Posted: March 17, 2022

Loss of biodiversity in streams threatens vital biological process.

The fast-moving decline and extinction of many species of detritivores--organisms that break down and remove dead plant and animal matter--may have dire consequences, an international team of scientists suggests in a new study.

The researchers observed a close relationship between detritivore diversity and plant litter decomposition in streams, noting that decomposition was highest in waters with the most species of detritivores--including aquatic insects such as stoneflies, caddisflies, mayflies, and craneflies, and crustaceans such as scuds and freshwater shrimp and crabs.

Decomposition is a biological process that's vital to life, explained study co-author Bradley Cardinale, professor and head of the Department of Ecosystem Science and Management.

But all over the world, detritivore populations are dwindling and disappearing at an alarming rate--a grim reality that spurred the study. There is good evidence that the rate of extinction for these organisms is 1,000 to 10,000 times faster than has occurred through the historic record, Cardinale pointed out.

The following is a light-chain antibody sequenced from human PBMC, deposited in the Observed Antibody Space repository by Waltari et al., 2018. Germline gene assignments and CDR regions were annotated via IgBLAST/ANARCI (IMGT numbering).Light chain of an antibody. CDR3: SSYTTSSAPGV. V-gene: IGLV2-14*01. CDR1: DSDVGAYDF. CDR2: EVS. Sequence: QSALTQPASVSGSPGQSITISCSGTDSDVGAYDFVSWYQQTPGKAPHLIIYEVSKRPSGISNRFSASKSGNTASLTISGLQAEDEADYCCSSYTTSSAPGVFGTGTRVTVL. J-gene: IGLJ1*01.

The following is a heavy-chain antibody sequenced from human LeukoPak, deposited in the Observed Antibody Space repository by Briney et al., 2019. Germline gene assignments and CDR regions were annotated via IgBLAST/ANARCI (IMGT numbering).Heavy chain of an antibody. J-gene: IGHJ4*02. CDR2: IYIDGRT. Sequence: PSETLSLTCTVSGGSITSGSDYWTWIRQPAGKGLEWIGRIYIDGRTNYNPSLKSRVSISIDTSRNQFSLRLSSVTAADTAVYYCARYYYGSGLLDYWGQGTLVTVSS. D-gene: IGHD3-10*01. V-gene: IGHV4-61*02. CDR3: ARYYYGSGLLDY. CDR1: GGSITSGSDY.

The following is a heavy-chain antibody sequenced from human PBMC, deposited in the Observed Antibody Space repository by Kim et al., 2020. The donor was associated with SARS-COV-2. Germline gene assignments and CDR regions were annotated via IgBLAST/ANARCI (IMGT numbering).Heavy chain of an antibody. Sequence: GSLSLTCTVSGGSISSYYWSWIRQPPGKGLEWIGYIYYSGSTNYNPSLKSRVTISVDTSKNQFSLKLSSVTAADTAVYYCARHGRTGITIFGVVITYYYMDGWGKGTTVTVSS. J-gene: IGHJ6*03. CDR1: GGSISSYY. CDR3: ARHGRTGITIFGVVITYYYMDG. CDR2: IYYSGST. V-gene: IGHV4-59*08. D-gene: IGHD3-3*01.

There are several causes of extinction, Cardinale said. In order of importance, they are habitat loss, overharvesting, competition from invasive species, disease, pollution, and climate change--which he called "the big unknown at this point."

The study, published in Nature Communications, was global and uncommonly robust, involving 75 scientists analyzing decomposition in 38 headwater streams that were similar in size, depth, and physical habitat across 23 countries on six continents. The findings indicate that bacteria and fungi alone likely can't accomplish the amount of decomposition needed in stream ecosystems.

--Jeff Mulhollem